I’ve shortened my morning prayers and vespers to make them more appropriate for use alone, and brief enough to read before and after work.
I’ve take out the provision for readings and all but the fixed psalms (and after looking for a portable New Testament and Psalter!) so I can use the one book. But a little more scripture — to hang my thoughts on, to reflect on, to find guidance in — would be right.
I’ve subscribed to Moravian Daily Texts, which I get by email each day and which they’ve been printing since 1731! Two, very brief readings. Just about short enough to post on as the Community Wayside Pulpit or perhaps even to tweet. “Little chapters” if you pray the breviary.
So, I’ll be preaching at Universalist National Memorial Church (UNMC) on September 21, and since I don’t preach much these days, I figured I had better start getting some words down now or else I’ll never be ready. Be prepared to see non-sequitur blog posts that link obliquely to that sermon until then; I do sometimes use this blog as a commonplace.
Since, wherever possible, I used the appointed readings from the Revised Common Lectionary (RCL), I figure I’ll start there. It’s not because they’re inherently magical, but the wide selection gets me out of my comfort zone, deposits me in narrative and releases me from that terrible problem: choosing what pearl of wisdom to preach on. Also, the Consultation on Common Texts, which produced the RCL, is one of the few places where Unitarian Universalist Christians are welcomed ecumenically, so I want to support that.
Now, the texts themselves. UNMC typically has two texts read, and the RLC appoints three, including a variant Old Testament lesson, both of which have their own psalm. So I’ll pick two of five options. (I don’t preach out of psalms as much as I once did.)
September 21, 2014 is the fifteenth Sunday after Pentecost, or in some traditions known as Proper 20. (I’m not a fan of the numbered proper custom, but that’s how you’ll find resources, so better to cite it.) Here are all the texts.
Having reviewed them before, I decided on the main (or “continuous”) Old Testament reading, rather than the alternative “thematic” text, which I’ll use in concert with the Gospel.
That gives me
- Exodus 16:2-15, the giving of manna
- Matthew 20:1-16, the parable of the workers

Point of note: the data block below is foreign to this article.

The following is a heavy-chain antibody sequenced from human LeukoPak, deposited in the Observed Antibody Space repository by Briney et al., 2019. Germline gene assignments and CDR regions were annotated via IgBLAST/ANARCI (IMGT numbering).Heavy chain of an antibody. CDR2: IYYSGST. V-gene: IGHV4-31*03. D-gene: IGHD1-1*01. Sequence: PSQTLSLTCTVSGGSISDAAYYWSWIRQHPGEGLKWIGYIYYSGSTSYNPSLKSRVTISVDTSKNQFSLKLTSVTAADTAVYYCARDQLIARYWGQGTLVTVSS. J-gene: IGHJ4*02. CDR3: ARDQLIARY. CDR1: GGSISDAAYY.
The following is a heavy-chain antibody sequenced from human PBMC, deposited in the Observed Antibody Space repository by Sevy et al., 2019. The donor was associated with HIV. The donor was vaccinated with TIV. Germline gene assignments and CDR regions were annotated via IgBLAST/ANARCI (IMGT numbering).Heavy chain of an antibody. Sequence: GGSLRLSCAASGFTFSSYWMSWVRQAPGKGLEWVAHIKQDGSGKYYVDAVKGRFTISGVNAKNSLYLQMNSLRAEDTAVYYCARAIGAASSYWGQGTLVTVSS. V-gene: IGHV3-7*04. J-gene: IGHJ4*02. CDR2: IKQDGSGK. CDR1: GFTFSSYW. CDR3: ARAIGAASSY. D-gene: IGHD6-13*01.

Not sure which will be the main preaching text yet, but I may drop hints soon enough.
Each evening, for vespers, I “sing” the Bonum Est Confiteri, Prasm 92:1-4 as it read in the rubrics, and included in the Coverdale version:
¶ Then shall be sang the following Psalm:
Bonum Est Confiteri.
It is a good thing to give thanks unto the Lord: and to sing praises unto thy name, O Most Highest;
To tell of thy loving-kindness early in the morning: and of thy truth in the night-season;
Upon an instrument of ten strings, and upon the lute: upon a loud instrument, and upon the harp.
For thou, Lord, hast made me glad through thy works: and I will rejoice in giving praise for the operations of thy hands.
Do I sing it? No. But there a different ways congregations can use this (and other psalms and canticles):
- Read in in unison.
- Read in by alternating verses or half verses; alternating between a worship leader and congregation, or between halves of the congregation.
- Read in unison, but book-ended with a sung antiphon. More often seen in newer hymnals.
- Chanted: plainsong or Anglican chant being two options.
- A metrical version sung to a psalm tune — “Old 100th” was the tune for an early metrical version of Psalm 100.
- A hymn based closely on the psalm.
The Sternhold and Hopkins metrical psalter is the likely choice for option 5, giving us, in common meter:
It is a thing both good and meet
to praise the highest Lord,
And to thy Name, O thou most High,
to sing with one accord:
To shew the kindness of the Lord,
before the day be light,
And to declare his truth abroad,
when it doth draw to night;
On a ten-string’ed instrument,
on lute and harp so sweet,
With all the mirth you can invent
of instruments most meet.
An assortment of hymns evoking Psalm 92 may be found here.
The point: a rubric and a text may be used in more than the literal way.
I wrote about a New Testament with psalter I ordered; it arrived last Wednesday.
It could be worse. I can imagine furtive looks about the “faith sharing” helps, and I might agree with you. But they’re moderate evangelical and are easy enough to ignore, in part because they assume a particular insider’s attitude to scripture and the Christian faith. Nothing offensive (if you accept that Christianity is an evangelizing religion) but I may use those pages to paste my prayers.